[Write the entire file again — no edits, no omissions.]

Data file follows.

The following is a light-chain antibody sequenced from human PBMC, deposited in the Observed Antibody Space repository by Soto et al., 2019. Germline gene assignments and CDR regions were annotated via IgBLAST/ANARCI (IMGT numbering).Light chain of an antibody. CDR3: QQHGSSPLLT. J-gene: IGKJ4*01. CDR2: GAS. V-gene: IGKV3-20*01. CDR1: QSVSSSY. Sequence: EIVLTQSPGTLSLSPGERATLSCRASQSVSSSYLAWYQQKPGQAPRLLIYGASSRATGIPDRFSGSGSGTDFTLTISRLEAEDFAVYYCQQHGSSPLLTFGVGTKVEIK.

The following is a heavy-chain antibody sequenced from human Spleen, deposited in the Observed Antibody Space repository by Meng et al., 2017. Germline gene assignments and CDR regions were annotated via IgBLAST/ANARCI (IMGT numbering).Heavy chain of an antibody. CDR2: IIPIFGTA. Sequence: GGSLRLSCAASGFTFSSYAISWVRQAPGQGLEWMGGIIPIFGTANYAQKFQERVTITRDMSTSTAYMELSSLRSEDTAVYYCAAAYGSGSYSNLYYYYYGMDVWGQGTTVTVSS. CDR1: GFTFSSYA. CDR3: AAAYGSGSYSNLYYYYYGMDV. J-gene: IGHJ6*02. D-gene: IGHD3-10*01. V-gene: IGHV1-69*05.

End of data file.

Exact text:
The following is a light-chain antibody sequenced from human PBMC, deposited in the Observed Antibody Space repository by Soto et al., 2019. Germline gene assignments and CDR regions were annotated via IgBLAST/ANARCI (IMGT numbering).Light chain of an antibody. CDR3: QQHGSSPLLT. J-gene: IGKJ4*01. CDR2: GAS. V-gene: IGKV3-20*01. CDR1: QSVSSSY. Sequence: EIVLTQSPGTLSLSPGERATLSCRASQSVSSSYLAWYQQKPGQAPRLLIYGASSRATGIPDRFSGSGSGTDFTLTISRLEAEDFAVYYCQQHGSSPLLTFGVGTKVEIK.

The following is a heavy-chain antibody sequenced from human Spleen, deposited in the Observed Antibody Space repository by Meng et al., 2017. Germline gene assignments and CDR regions were annotated via IgBLAST/ANARCI (IMGT numbering).Heavy chain of an antibody. CDR2: IIPIFGTA. Sequence: GGSLRLSCAASGFTFSSYAISWVRQAPGQGLEWMGGIIPIFGTANYAQKFQERVTITRDMSTSTAYMELSSLRSEDTAVYYCAAAYGSGSYSNLYYYYYGMDVWGQGTTVTVSS. CDR1: GFTFSSYA. CDR3: AAAYGSGSYSNLYYYYYGMDV. J-gene: IGHJ6*02. D-gene: IGHD3-10*01. V-gene: IGHV1-69*05.